If you’re planning a trip to South East Asia, take note. An evolved form of malaria which is resistant to anti-malaria medication is spreading at an “alarming global rate,” according to scientists. The parasite was first documented in Cambodia but quickly migrated to other regions. Researchers predict mass casualties should the “super malaria” spread to Africa, where over 90 percent of cases occur.

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This “super malaria” is more dangerous than the original malaria parasite, as it cannot be killed with the main anti-malaria drugs. According to the BBC, it was first reported in Cambodia, but quickly spread throughout parts of Thailand, Laos and later, Vietnam.

The team at the Oxford Tropical Medicine Research Unit in Bangkok said there is a real concern the new malaria may be “untreatable.” Professor Arjen Dondorp, who heads the unit, said, “We think it is a serious threat. It is alarming that this strain is spreading so quickly through the whole region and we fear it can spread further [and eventually] jump to Africa.”

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Each year, approximately 212 million people are affected with the parasite that is spread via blood-sucking mosquitos. Malaria is a major killer of children, especially in poverty-stricken locations. When one begins to notice symptoms of the sickness, the first line of treatment is artemisinin in combination with piperaquine. However, artemisinin is becoming less and less effective, as a letter, published in The Lancet Infectious Diseases, points out. The “super malaria” is now resistant to piperaquine, as well. The letter notes an “alarming rate of failure” with both treatments.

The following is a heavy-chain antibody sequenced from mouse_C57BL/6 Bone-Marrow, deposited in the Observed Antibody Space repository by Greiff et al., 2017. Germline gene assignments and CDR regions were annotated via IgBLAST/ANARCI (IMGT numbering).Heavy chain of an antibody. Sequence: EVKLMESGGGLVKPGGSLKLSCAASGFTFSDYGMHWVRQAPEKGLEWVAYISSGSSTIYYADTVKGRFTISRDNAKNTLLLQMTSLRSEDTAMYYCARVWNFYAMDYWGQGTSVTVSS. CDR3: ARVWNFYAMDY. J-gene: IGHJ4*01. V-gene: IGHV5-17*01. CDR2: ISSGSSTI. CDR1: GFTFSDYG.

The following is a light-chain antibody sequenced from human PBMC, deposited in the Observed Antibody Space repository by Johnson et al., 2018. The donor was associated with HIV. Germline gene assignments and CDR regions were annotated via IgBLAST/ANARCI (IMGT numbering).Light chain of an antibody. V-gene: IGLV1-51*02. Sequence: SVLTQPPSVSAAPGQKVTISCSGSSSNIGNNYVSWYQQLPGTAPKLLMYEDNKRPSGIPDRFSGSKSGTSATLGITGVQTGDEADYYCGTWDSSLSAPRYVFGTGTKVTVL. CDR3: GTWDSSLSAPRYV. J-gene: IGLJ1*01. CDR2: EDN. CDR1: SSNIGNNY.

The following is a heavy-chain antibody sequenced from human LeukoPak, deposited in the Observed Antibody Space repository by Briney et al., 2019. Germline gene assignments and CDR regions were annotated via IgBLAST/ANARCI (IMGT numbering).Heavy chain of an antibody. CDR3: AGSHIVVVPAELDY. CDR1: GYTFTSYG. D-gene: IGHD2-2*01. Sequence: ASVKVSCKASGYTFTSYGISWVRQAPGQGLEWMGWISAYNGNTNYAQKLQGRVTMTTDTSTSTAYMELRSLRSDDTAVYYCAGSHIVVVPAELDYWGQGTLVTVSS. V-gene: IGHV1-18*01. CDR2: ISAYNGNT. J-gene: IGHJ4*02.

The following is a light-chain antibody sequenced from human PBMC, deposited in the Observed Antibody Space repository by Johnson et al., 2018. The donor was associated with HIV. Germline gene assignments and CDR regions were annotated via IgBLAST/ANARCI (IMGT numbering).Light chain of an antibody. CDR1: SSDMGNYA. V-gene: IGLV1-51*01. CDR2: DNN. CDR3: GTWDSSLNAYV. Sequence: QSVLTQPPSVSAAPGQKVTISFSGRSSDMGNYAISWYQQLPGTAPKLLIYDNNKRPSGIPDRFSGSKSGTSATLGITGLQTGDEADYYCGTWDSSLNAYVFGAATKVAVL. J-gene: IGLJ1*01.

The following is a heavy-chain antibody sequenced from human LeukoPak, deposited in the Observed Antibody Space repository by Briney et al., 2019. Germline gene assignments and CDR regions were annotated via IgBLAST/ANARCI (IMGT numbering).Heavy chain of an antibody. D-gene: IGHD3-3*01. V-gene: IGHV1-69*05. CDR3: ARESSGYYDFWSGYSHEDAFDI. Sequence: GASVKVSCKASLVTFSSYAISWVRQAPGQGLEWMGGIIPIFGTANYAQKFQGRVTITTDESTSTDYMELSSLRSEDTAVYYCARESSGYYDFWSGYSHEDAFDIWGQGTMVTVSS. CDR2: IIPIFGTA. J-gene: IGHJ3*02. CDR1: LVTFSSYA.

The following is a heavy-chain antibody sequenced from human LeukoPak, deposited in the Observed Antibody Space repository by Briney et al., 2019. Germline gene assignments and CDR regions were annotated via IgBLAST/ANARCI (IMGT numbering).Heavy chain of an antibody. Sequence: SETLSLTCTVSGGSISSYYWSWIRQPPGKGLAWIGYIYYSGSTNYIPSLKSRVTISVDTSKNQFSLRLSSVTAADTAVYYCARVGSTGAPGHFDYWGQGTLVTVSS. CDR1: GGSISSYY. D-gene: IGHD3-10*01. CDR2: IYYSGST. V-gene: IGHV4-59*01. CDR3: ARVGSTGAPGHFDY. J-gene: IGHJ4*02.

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Dondorp said about one-third of the time, the treatment failed in Vietnam. In some areas of Cambodia, the failure rate was closer to 60 percent. In Africa, where 92 percent of malaria cases occur, the “super malaria” is expected to be disastrous. It’s now a race against the clock to prevent the blood-transmitted bug from reaching Africa. Said Dondorp, “We have to eliminate it before malaria becomes untreatable again and we see a lot of deaths. If I’m honest, I’m quite worried.”

“The spread of this malaria ‘superbug’ strain, resistant to the most effective drug we have, is alarming and has major implications for public health globally,” said Michel Chew, from the Welcome Trust medical research charity. “Around 700,000 people a year die from drug-resistant infections, including malaria. If nothing is done, this could increase to millions of people every year by 2050.”


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